(Reuters) – U.S.-German industrial gas maker Linde <LIN.N> plans to continue investing in healthcare and electronics as it reported better-than-expected quarterly earnings on Thursday, saying higher operating margins helped offset a virus-hit drop in volumes.
Chief Executive Steve Angel told a conference call the company planned to continue to grow in the healthcare segment and saw several opportunities in electronics, as the two units were alone in showing second-quarter growth.
The world’s largest industrial gases group reported second-quarter adjusted earnings per share (EPS) of $1.90, above the $1.65 expected on average by analysts in a Refinitiv poll.
In May, Linde said it was targeting growth opportunities in healthcare, which accounts for 21% of its sales, and was in talks with European authorities to boost output of hospital oxygen on increased demand due to the pandemic.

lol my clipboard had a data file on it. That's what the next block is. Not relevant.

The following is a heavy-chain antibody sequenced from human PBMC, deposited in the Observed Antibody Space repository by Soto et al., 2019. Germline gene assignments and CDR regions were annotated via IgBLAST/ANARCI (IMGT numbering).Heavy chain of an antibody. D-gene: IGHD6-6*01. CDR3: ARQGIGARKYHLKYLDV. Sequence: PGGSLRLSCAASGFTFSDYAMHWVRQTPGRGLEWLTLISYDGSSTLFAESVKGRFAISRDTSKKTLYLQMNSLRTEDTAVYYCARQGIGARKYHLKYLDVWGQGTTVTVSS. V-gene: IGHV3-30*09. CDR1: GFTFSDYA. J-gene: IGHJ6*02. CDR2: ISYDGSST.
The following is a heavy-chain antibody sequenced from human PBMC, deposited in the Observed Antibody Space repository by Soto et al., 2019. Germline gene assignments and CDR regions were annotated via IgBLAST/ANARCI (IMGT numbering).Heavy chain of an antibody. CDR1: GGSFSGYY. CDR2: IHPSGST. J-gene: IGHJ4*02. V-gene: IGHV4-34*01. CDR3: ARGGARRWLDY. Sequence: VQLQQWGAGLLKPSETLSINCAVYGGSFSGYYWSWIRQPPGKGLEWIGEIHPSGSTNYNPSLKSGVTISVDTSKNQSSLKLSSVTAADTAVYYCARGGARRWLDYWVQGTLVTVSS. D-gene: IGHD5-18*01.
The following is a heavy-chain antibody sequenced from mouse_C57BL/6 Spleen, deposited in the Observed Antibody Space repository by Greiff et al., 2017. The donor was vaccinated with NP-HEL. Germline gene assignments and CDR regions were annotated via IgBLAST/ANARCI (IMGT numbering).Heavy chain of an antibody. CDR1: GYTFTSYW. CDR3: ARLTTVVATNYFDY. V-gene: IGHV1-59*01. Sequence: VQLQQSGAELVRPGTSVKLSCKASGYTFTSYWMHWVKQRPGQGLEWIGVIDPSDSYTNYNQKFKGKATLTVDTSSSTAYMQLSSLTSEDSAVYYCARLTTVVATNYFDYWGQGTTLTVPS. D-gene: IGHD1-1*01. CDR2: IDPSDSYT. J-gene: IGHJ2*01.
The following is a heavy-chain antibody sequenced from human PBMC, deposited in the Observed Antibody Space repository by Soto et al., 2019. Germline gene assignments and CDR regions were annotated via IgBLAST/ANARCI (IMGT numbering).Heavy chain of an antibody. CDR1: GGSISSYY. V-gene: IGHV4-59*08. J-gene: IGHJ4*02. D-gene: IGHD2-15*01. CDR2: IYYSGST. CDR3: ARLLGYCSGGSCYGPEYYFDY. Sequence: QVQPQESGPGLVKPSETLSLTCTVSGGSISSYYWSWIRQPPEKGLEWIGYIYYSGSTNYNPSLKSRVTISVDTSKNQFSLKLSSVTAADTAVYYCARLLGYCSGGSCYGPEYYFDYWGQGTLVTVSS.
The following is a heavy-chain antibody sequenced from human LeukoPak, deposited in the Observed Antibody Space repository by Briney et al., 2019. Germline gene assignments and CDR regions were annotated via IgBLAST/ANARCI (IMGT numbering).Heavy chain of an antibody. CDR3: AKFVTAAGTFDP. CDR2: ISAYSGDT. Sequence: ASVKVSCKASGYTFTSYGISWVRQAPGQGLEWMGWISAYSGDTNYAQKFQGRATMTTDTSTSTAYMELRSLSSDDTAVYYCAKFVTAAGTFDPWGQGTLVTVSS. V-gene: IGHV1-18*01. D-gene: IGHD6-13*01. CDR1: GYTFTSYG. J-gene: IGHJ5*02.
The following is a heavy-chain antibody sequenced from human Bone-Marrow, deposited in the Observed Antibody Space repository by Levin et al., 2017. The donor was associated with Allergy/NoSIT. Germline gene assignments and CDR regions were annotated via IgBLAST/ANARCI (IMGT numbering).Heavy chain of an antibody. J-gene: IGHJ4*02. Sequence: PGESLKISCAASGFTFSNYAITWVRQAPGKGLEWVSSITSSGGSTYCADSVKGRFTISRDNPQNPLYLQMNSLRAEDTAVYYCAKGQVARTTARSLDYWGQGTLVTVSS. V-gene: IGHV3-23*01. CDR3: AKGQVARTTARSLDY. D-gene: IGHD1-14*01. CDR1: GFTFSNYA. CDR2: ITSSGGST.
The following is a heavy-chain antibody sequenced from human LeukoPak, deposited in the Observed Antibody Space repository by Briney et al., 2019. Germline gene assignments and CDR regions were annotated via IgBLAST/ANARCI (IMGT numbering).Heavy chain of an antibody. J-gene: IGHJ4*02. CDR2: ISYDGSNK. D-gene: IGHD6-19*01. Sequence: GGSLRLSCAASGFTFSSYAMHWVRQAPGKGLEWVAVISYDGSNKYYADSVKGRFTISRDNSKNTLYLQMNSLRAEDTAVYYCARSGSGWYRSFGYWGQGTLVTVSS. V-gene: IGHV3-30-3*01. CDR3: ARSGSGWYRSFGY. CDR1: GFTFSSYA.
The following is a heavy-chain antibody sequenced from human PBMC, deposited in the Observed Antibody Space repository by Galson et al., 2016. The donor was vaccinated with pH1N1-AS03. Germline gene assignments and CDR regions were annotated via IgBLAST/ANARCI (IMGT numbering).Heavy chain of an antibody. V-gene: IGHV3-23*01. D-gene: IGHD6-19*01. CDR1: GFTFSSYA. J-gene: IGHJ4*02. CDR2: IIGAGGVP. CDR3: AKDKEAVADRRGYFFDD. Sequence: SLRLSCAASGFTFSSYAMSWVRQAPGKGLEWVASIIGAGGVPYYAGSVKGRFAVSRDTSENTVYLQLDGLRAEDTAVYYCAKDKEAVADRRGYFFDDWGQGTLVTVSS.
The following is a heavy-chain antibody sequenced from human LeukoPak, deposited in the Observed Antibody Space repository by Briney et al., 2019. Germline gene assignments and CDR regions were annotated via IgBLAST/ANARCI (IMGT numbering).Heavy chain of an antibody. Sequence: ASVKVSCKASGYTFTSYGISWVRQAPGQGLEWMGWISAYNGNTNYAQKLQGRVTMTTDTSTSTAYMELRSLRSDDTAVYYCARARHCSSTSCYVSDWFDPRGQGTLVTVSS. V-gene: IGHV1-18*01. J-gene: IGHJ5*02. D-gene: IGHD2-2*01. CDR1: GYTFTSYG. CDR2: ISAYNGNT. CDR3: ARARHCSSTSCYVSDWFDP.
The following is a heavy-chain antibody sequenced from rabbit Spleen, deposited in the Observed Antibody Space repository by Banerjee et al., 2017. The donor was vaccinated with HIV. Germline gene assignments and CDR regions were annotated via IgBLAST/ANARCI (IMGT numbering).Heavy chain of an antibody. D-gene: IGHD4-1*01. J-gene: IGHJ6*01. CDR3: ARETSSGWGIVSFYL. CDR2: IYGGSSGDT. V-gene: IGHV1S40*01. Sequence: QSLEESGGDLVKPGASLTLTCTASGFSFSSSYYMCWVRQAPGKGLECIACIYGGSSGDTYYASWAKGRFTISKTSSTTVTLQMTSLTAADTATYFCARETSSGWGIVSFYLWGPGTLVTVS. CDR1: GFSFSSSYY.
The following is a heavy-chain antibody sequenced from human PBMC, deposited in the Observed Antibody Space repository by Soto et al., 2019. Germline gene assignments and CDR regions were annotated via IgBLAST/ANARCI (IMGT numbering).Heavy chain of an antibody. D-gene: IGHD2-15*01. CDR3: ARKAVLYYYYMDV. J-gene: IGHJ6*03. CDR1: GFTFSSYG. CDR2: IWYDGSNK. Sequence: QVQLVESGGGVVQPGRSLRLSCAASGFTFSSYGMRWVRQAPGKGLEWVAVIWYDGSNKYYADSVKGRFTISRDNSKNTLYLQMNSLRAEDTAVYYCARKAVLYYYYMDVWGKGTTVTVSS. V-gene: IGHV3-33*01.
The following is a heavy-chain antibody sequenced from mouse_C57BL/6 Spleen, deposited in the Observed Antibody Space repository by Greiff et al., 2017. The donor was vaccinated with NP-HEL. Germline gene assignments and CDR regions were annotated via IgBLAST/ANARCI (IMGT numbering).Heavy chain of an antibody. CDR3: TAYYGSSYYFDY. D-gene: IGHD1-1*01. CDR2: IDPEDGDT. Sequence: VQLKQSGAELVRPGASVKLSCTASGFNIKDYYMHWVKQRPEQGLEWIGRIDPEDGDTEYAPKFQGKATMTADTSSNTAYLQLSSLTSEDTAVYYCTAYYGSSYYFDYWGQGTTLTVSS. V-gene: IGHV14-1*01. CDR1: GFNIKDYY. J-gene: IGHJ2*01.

Linde’s electronics unit, with services including cylinder gases, and on-site gas supply for electronic components in the semiconductor, wafers, silicon and photovoltaics industries, is targeting growth opportunities thanks to rising demand for IT infrastructure as the economy shifts towards remote working.
“Our resilient business model combined with our ability to continuously optimize business performance, while capitalizing on short and long-term growth opportunities, gives me the confidence that Linde can grow earnings in any environment” Angel said in statement.
For the full year, Linde forecast adjusted diluted earnings per share to rise 4% to 6%, broadly in line with its earlier guidance of medium- to high single-digit percentage growth.
The supplier of gases such as oxygen, nitrogen and hydrogen to factories and hospitals expects adjusted diluted earnings per share in the third quarter in the range of $1.90 to $1.95.
Linde’s Germany-listed shares were down 2% when the market closed at 1530 GMT, but outperformed the German blue-chip index DAX <.GDAXI>, which was down 3.5%.
(Reporting by Anna Rzhevkina and Bartosz Dabrowski; Editing by Tomasz Janowski and David Evans)